Consuming Code: Use-Value, Exchange-Value, and the Role of Virtual Goods in Second Life

Jennifer Martin

Abstract


In recent years, there has been significant growth in consumption of commodities in virtual social worlds, such as Second Life, and in the economies that arise from this practice. While these economic systems have been acknowledged and studied, there remains relatively little understanding of the reasons why individuals choose to purchase such goods, despite the fact that reasons for consumption are strong enough to drive a virtual goods industry with annual profits in the millions of dollars. Virtual goods, the author argues, meet no immediate needs for avatars or individuals and, as such, are purchased based exclusively on their exchange- and symbolic-values. Due to the graphical nature of Second Life and the consequent visibility of commodities within the environment, these reasons for purchasing virtual goods are explored in terms of their roles for users, and especially in terms of their potential for expressing wealth, power, status, individuality, and belonging. As such, this paper considers the roles of consumption in a way that relies on and further illuminates theories of consumption and value with respect to virtual environments and commodities.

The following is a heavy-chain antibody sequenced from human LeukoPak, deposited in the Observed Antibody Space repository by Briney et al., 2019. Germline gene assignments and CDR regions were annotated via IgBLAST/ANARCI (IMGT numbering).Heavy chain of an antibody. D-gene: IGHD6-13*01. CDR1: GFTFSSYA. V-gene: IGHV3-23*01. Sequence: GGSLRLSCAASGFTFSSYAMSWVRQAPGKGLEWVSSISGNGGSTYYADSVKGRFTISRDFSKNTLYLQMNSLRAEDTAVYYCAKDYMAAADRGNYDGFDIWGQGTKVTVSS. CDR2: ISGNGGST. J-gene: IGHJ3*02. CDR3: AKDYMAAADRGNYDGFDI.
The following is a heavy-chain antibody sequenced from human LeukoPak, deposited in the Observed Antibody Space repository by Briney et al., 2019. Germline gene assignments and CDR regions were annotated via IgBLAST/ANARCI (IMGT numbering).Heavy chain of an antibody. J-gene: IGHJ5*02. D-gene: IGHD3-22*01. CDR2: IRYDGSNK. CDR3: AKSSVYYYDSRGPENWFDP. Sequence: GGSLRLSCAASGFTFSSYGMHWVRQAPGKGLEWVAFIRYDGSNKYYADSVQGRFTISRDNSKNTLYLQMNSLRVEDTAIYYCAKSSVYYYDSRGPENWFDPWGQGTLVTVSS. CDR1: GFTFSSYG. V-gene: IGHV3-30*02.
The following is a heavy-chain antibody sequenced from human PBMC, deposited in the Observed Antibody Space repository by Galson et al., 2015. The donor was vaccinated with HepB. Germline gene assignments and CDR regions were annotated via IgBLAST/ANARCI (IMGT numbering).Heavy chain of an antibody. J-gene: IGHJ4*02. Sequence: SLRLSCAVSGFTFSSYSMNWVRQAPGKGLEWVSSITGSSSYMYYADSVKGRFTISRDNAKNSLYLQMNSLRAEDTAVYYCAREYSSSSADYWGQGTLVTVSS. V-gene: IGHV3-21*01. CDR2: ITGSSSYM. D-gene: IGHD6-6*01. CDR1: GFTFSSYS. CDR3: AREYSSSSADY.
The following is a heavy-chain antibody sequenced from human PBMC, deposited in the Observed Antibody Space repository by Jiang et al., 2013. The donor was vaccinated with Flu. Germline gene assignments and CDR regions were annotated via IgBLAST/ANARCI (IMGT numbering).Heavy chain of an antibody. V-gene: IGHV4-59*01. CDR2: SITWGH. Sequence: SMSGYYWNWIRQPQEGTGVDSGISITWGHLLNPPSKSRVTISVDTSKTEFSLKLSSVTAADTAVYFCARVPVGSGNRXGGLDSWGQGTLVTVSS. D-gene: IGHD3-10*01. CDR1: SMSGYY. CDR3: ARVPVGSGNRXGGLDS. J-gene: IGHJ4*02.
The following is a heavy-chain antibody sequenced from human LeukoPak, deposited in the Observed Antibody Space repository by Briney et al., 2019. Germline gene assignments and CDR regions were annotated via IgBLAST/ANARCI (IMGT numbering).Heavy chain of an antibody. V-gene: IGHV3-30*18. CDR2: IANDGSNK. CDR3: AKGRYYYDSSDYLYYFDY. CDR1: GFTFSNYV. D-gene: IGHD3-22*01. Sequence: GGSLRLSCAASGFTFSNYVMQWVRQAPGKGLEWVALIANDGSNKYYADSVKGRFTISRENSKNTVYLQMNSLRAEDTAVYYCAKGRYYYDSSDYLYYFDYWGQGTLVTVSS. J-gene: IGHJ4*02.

Keywords


consumption; Second Life; use-value; exchange-value; symbolic-value

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